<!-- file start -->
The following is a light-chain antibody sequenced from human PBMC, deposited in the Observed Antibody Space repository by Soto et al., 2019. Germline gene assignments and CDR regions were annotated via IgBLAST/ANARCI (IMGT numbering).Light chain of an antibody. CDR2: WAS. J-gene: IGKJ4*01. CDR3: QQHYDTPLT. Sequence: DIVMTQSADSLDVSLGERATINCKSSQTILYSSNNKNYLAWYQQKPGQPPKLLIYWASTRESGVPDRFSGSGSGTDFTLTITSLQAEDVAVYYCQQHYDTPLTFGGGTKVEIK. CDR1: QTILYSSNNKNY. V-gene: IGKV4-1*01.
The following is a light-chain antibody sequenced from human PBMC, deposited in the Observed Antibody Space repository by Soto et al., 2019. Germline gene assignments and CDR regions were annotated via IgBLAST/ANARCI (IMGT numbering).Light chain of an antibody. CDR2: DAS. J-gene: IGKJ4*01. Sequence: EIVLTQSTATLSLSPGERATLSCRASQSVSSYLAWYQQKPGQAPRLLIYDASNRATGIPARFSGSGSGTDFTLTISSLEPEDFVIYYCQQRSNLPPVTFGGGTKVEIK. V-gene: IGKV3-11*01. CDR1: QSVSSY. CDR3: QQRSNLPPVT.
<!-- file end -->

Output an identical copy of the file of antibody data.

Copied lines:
The following is a light-chain antibody sequenced from human PBMC, deposited in the Observed Antibody Space repository by Soto et al., 2019. Germline gene assignments and CDR regions were annotated via IgBLAST/ANARCI (IMGT numbering).Light chain of an antibody. CDR2: WAS. J-gene: IGKJ4*01. CDR3: QQHYDTPLT. Sequence: DIVMTQSADSLDVSLGERATINCKSSQTILYSSNNKNYLAWYQQKPGQPPKLLIYWASTRESGVPDRFSGSGSGTDFTLTITSLQAEDVAVYYCQQHYDTPLTFGGGTKVEIK. CDR1: QTILYSSNNKNY. V-gene: IGKV4-1*01.
The following is a light-chain antibody sequenced from human PBMC, deposited in the Observed Antibody Space repository by Soto et al., 2019. Germline gene assignments and CDR regions were annotated via IgBLAST/ANARCI (IMGT numbering).Light chain of an antibody. CDR2: DAS. J-gene: IGKJ4*01. Sequence: EIVLTQSTATLSLSPGERATLSCRASQSVSSYLAWYQQKPGQAPRLLIYDASNRATGIPARFSGSGSGTDFTLTISSLEPEDFVIYYCQQRSNLPPVTFGGGTKVEIK. V-gene: IGKV3-11*01. CDR1: QSVSSY. CDR3: QQRSNLPPVT.